As pointed out by Amal Hassan Senior Researcher at the Food Technology Research Institute at ARC, reducing food loss to increase food availability security for the Egyptian population “is much less costly than increasing production by expanding production area”, land productivity and increasing food imports (see slides). In Egypt, food loss happens at different stages of the value chain, depending on the crop. For example, 25% of the rice grain is lost post-harvest, mainly during threshing. Around 12-15% of wheat production is also lost, but mainly due to pests, improper storage and improper transportation. Overloading of transport vehicles is a common cause for post-harvest loss in Egypt for many other crops. One of the recommendations of ARC research highlighted during the presentation is improving post-harvest technologies and techniques. For example, use of on-farm, low-cost storage facilities for tomatoes, and storing wheat in horizontal plastic silos would reduce losses and provide pest control.

 

What is being done?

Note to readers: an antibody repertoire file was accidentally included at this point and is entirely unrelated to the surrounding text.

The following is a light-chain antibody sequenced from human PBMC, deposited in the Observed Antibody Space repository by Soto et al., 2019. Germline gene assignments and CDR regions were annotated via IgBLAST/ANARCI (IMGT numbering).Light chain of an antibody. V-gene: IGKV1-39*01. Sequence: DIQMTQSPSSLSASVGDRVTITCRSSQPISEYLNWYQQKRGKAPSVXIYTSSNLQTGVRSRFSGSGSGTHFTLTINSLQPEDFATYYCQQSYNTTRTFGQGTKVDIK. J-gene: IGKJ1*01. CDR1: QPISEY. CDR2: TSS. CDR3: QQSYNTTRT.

On a broader note, the FAO’s Regional Strategic Framework for food loss and waste reduction in the Near East and North Africa aims to reduce wastage in the region by 10% by the next 10 years. This is being done through data gathering, awareness raising, promoting investment, policies and regulations. In Egypt, FAO projects such as the “Capacity Development & Awareness-raising for Wheat Food Loss and Waste Reduction” project, and the more recent “Food Losses and Waste Reduction and Value Chain Development for Food Security in Egypt and Tunisia” project are working to contribute towards this goal. The latter project focuses on the tomato and grapes value chains in Egypt in Nubaria and Sharqia, to support agro-enterprises and producers to reduce wastage, and improve post-harvest procedures. It aims to generate knowledge and data to monitor loss levels, as well as provide capacity development from the technical and managerial sides.

These efforts are coupled with input from the government side. Dalia Yassin, Senior Researcher at AERI, Agriculture Research Center (ARC), explained that the Ministry of Agriculture and Land Reclamation established a monitoring and evaluation unit at ARC which aims to reduce food loss and waste (see slides). As there have been separate efforts to tackle food loss and waste, establishing an entity to be the main platform for attracting these efforts and providing decision makers with support for solid strategies and policies is one of the aims of this project.